Tuesday, June 5, 2012

“At home” in church

We spent Jubilee weekend with Mike and Ann Bossingham in Market Deeping. I met Mike online when researching for the Kids Friendly pilot all those years back. Mike runs “Family Friendly Churches Trust” and coaches churches how to be more “Family Friendly”, so we are kindred spirits. He wrote a great book called “Building Family Friendly Churches” which would have been good to find before I wrote the “Kids Friendly Ideals and Self-review” resource. Still it made a good read and confirmed that we were definitely on the right track when generating “best practise” resources.

Two years ago when I was in the UK for CWM business, I had the pleasure of spending a fun night with Mike and Ann and they “rescued” and nurtured me the next day when I learnt that I needed to rush back to New Zealand for our son Blake’s emergency brain surgery. Mike bundled me into his car and drove me all the way to Heathrow so I wouldn’t have to negotiate London trains and tubes in my traumatised state. Mike, Ann and their church prayed for us and Blake as we journeyed that challenging road. So needless to say we are “firm” friends and it was lovely to introduce them to my husband Paul and Blake and share some Jubilee traditions with them.

On Sunday we attended the Methodist church of Market Deeping where Ann ministers. It was great to be welcomed by café style seating and lots of friendly faces. The service was informal and child friendly. Mike interviewed me on my work and asked me what a Kids Friendly church looks like. Fortunately I was able to cite the church service I was participating in as one example of “Kids Friendly-ness”. The young children there were sitting up front with their families and older members and were fully engaged and participating in every aspect of the worship, including dancing impromptly to the songs.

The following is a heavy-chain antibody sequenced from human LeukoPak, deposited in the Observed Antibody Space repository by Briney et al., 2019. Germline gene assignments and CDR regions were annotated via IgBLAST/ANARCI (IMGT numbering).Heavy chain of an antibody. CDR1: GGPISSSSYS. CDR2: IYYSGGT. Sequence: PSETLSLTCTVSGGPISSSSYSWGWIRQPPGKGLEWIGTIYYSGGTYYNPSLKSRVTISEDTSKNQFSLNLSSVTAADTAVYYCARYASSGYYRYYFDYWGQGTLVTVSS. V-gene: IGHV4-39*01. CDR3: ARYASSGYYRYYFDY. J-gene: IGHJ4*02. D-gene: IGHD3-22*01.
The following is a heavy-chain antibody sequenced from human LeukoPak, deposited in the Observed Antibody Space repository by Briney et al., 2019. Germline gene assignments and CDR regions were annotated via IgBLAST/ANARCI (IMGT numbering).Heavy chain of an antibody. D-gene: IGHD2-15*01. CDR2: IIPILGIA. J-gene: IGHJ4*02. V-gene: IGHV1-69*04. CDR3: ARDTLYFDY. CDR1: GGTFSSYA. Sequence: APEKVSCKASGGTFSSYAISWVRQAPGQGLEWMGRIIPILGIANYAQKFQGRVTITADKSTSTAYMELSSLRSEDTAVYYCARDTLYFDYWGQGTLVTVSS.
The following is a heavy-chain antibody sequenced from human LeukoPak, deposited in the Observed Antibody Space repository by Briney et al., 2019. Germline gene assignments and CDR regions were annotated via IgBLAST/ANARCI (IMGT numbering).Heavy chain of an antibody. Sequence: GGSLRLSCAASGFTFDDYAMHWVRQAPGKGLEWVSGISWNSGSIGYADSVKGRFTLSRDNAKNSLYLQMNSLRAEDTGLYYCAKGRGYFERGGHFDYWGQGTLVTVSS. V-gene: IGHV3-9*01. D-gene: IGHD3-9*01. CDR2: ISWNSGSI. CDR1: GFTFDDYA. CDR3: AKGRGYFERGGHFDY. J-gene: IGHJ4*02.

At the end of the service Blake turned and said to me: “I like this church. It feels like home.” That really is the challenge for our church isn’t it? Helping people to feel “at home”, when perceptions of home can differ so radically.

My German friend Marlene told me as she writes her sabbatical report and reflects on the “Fresh Expressions” literature and experiences, she wonders if we haven’t become too consumer driven by designing so many different types of churches for our post modern world.

What are our options? We certainly can’t keep sitting in our churches waiting for people to come and enjoy our concept of being “at home”. There’s no one way to “be church”. I admire those who are finding new ways to engage with the “un-churched” and “de-churched”, because it takes guts and it requires faith that the Holy Spirit works with us as we strive to “Make Jesus Christ Known”.

I’m a fan of Paul’s strategy:

“20 To the Jews I became like a Jew, to win the Jews. To those under the law I became like one under the law (though I myself am not under the law), so as to win those under the law. 21 To those not having the law I became like one not having the law (though I am not free from God’s law but am under Christ’s law), so as to win those not having the law. 22 To the weak I became weak, to win the weak. I have become all things to all people so that by all possible means I might save some.”

1 Corinthians 9:20-22 New International Version (NIV)Cross references:

1 comment:

  1. Hi Jill

    Have Ben following your blog and have been inspired, challenged, saddened and gladdened and so much more. You are at the cutting edge of being the church of Christ. I look forward to catching up with you when you return.

    Blessings and peace